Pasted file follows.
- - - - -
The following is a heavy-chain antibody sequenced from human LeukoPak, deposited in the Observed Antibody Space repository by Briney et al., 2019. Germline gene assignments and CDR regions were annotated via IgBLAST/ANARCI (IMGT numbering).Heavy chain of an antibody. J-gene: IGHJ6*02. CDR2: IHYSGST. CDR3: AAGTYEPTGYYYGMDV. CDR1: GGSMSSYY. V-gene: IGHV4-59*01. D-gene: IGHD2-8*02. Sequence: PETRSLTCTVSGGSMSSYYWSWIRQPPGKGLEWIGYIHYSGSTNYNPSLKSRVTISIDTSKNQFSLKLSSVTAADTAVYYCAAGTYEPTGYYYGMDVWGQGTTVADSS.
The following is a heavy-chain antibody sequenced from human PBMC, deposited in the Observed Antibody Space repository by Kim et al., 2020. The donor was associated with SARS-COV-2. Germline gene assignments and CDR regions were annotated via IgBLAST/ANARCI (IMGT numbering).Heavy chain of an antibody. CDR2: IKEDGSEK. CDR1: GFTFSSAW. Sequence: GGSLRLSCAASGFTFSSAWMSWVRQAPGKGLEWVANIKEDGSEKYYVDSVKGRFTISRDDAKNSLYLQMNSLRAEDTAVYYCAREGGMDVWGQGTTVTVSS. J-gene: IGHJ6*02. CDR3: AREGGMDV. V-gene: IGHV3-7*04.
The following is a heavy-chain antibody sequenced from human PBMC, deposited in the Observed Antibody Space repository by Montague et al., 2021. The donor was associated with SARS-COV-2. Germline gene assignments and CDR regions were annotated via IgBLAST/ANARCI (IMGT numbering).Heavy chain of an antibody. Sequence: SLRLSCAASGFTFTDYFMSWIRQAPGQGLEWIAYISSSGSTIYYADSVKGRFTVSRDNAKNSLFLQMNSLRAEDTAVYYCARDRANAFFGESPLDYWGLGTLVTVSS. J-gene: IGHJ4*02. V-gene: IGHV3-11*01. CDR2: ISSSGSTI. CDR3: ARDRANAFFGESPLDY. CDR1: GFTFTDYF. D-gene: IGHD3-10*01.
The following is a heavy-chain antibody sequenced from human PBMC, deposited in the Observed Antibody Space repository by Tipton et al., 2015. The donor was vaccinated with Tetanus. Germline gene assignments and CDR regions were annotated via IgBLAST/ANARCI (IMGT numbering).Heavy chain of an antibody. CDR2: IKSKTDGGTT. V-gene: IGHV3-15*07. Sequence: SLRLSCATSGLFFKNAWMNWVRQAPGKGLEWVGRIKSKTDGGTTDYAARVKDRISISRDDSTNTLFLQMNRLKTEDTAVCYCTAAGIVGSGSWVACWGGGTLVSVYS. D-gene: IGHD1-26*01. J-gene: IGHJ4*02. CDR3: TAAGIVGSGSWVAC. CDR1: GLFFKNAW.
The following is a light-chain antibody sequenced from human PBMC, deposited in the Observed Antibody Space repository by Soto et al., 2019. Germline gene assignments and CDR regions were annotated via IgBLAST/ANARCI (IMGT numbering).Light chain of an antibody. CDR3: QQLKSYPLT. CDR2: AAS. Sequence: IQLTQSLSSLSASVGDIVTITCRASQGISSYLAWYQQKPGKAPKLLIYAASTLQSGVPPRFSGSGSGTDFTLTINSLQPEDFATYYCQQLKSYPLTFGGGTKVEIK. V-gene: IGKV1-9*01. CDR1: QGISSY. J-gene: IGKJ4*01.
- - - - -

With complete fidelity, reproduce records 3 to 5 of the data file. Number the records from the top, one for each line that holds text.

The following is a heavy-chain antibody sequenced from human PBMC, deposited in the Observed Antibody Space repository by Montague et al., 2021. The donor was associated with SARS-COV-2. Germline gene assignments and CDR regions were annotated via IgBLAST/ANARCI (IMGT numbering).Heavy chain of an antibody. Sequence: SLRLSCAASGFTFTDYFMSWIRQAPGQGLEWIAYISSSGSTIYYADSVKGRFTVSRDNAKNSLFLQMNSLRAEDTAVYYCARDRANAFFGESPLDYWGLGTLVTVSS. J-gene: IGHJ4*02. V-gene: IGHV3-11*01. CDR2: ISSSGSTI. CDR3: ARDRANAFFGESPLDY. CDR1: GFTFTDYF. D-gene: IGHD3-10*01.
The following is a heavy-chain antibody sequenced from human PBMC, deposited in the Observed Antibody Space repository by Tipton et al., 2015. The donor was vaccinated with Tetanus. Germline gene assignments and CDR regions were annotated via IgBLAST/ANARCI (IMGT numbering).Heavy chain of an antibody. CDR2: IKSKTDGGTT. V-gene: IGHV3-15*07. Sequence: SLRLSCATSGLFFKNAWMNWVRQAPGKGLEWVGRIKSKTDGGTTDYAARVKDRISISRDDSTNTLFLQMNRLKTEDTAVCYCTAAGIVGSGSWVACWGGGTLVSVYS. D-gene: IGHD1-26*01. J-gene: IGHJ4*02. CDR3: TAAGIVGSGSWVAC. CDR1: GLFFKNAW.
The following is a light-chain antibody sequenced from human PBMC, deposited in the Observed Antibody Space repository by Soto et al., 2019. Germline gene assignments and CDR regions were annotated via IgBLAST/ANARCI (IMGT numbering).Light chain of an antibody. CDR3: QQLKSYPLT. CDR2: AAS. Sequence: IQLTQSLSSLSASVGDIVTITCRASQGISSYLAWYQQKPGKAPKLLIYAASTLQSGVPPRFSGSGSGTDFTLTINSLQPEDFATYYCQQLKSYPLTFGGGTKVEIK. V-gene: IGKV1-9*01. CDR1: QGISSY. J-gene: IGKJ4*01.